If you want to design a website as a hobby, for your business or even as your own career, a solid foundation of knowledge will help you get your foot in the door. From learning HTML to knowing search engine optimization techniques, there are many facets to web design.
Read on to find some advice which will cover all of the basics.
It is always good to add a favicon to your website. The favicon is a 16×16 image file in the .Ico format. This image is the one you see next to the URL bar, next to the title of the page on an opened tab and is also visible on your bookmarks tab if you choose to bookmark a page. The favicon will help users quickly recognize your page in their browser without reading any text or directly viewing the page.
Keep your pages to a reasonable length. Add content through new pages on your site, instead of tacking it on to the end of a home page. For the most part, readers are hesitant to keep going on a page that seems to scroll on forever. If you must have a lot of content on one page, include hyperlinks at the top and in sections throughout the page. This allows users to navigate through the available content without excessive scrolling.
To help your website visitors easily navigate through your site, design it so that it becomes easy to find “stuff.” When you have a simple site that makes it easy to locate information, you keep your visitors there much longer. If you make it difficult for them, then they will get frustrated and leave.
Choose your web host carefully. Some hosts require you to link to them, while others may force you to install their pop-ups. You should also test their performance using one of the many tools available for free online, as you do not want to host with someone who is consistently slow or crashing.
Photoshop is a great tool that novice designers should invest in to help make better looking web designs. There are also programs that will allow you to design pages without knowing how to write HTML or other code. If you don’t have PS, it can be difficult and time consuming building a nice site quickly.
If you are not feeling confident in any area at all when you’re designing a website then go ahead and ask for help from someone. You can either find help from a friend or from strangers on places like forums on the web. Just be sure you don’t tackle anything without knowing what you’re doing first.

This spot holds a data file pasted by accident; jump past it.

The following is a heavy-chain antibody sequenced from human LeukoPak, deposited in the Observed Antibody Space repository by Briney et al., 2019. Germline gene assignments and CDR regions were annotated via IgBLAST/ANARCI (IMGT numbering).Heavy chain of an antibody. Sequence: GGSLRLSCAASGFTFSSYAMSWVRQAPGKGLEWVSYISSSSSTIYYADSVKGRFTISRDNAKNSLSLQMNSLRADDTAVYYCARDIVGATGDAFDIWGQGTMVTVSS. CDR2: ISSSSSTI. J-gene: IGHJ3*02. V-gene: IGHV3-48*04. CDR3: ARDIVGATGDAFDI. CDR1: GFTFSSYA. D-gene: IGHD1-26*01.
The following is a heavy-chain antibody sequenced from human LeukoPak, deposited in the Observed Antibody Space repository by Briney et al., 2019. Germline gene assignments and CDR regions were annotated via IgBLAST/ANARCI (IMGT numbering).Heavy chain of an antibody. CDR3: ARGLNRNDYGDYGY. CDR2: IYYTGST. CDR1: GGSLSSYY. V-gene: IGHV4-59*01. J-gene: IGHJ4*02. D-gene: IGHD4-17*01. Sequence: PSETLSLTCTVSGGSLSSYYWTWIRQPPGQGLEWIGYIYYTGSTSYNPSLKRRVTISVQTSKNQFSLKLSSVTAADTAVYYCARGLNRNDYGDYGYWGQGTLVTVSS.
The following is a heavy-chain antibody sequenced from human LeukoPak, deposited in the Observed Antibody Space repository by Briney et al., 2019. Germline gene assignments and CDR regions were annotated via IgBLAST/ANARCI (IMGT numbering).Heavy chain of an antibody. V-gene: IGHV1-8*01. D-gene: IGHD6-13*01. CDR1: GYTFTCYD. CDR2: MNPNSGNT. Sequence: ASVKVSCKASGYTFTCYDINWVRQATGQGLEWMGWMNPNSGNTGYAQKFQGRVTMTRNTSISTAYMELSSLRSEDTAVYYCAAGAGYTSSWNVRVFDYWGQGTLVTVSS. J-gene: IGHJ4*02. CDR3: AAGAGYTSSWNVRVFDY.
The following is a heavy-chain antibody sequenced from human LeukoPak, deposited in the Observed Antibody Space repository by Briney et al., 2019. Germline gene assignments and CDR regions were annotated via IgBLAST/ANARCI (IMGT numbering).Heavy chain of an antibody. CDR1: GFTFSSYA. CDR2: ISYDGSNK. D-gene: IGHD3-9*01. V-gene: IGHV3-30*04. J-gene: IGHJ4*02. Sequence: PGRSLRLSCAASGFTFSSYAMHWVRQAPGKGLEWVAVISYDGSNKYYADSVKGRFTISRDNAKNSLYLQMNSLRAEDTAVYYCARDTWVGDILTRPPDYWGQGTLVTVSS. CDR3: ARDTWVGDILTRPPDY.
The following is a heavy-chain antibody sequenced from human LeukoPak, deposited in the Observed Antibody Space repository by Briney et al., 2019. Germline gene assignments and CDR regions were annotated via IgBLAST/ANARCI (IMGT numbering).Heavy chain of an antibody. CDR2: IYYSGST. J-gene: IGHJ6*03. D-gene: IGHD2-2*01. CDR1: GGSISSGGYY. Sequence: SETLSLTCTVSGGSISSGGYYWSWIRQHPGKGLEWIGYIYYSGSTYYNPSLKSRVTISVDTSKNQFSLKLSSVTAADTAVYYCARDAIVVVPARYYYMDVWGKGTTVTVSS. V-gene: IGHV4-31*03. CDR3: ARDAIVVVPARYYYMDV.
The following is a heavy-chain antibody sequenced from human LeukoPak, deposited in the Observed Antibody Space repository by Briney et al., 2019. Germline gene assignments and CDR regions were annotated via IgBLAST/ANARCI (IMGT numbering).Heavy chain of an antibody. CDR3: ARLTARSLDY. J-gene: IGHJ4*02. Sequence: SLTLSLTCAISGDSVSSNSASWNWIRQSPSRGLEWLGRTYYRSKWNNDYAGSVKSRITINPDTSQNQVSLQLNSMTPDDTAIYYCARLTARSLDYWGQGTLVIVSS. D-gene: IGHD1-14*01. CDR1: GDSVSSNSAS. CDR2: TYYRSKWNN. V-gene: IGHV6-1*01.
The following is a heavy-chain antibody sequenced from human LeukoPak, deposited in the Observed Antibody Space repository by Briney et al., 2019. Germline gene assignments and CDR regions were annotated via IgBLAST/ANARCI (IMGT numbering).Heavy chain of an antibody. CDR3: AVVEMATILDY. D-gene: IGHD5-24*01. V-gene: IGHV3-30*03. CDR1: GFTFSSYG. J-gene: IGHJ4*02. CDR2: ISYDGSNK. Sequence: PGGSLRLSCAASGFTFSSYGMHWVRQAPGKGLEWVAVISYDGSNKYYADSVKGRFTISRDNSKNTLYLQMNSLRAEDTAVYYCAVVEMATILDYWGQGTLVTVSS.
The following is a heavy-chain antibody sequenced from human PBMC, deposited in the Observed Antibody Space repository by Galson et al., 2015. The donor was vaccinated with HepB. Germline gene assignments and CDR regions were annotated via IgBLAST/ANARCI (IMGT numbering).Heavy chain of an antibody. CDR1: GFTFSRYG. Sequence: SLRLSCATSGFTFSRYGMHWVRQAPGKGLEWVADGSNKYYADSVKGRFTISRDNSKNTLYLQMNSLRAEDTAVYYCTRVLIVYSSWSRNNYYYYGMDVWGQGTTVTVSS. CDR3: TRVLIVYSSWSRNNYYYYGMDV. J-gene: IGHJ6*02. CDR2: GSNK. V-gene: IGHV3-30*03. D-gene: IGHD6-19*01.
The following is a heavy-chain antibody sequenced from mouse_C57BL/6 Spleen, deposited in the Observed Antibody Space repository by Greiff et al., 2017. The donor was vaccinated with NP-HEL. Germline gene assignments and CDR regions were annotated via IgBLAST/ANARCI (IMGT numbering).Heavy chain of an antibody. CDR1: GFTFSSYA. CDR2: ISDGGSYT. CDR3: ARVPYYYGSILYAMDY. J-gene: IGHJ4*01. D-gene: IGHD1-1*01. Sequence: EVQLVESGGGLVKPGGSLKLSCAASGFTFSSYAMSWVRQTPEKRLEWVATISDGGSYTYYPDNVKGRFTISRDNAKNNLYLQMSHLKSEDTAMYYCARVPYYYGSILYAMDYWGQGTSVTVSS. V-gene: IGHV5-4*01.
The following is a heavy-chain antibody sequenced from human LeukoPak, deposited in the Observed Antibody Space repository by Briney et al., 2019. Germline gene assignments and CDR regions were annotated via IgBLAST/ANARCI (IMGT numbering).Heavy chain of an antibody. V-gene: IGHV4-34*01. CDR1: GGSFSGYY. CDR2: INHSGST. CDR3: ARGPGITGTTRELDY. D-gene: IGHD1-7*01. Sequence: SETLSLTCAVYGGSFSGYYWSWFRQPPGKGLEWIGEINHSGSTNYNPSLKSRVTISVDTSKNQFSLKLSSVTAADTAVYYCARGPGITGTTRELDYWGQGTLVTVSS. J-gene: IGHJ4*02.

Be sure the websites you’re designing are cross-browser compatible. You must check your site in the most popular versions of every top browser. Some examples include Internet Explorer, Google Chrome, Safari, Mozilla Firefox and Opera. Many users use these browsers for surfing online, so you need to be sure your designs are being seen correctly on whatever they use.
Throughout the design process, it is essential to make sure your site’s designs looks and works the way you want it to on every web browser, so always check it across all common web browsers. Because different browsers render websites differently, the visitor may not have the experience you intended. You can do a little online research to discover which web browsers are most popular at the moment. Make sure to beta-test your site on all popular browsers, including those used on mobile devices.
To help make sure your website works as you are designing it, test it one of the browsers like Internet Explorer. When you test the website as you go along building it, you can quickly correct any problems that might show up once you live. When your website goes live you want your visitors to be able to see everything working correctly.
If you are looking for a program to help you design a website, consider Adobe Dreamweaver. Even novices can understand this program quickly. There are numerous features, templates, layouts and more, and you can also test out your site to see what it’s going to look like.
You’ve read the advice here and are ready to put it into action, so get ready to design your site! Start by sketching out a design and making lists of the content you’ll need and you’ll have your website online in no time.
Don’t forget to keep reading and learning so you’re never left behind.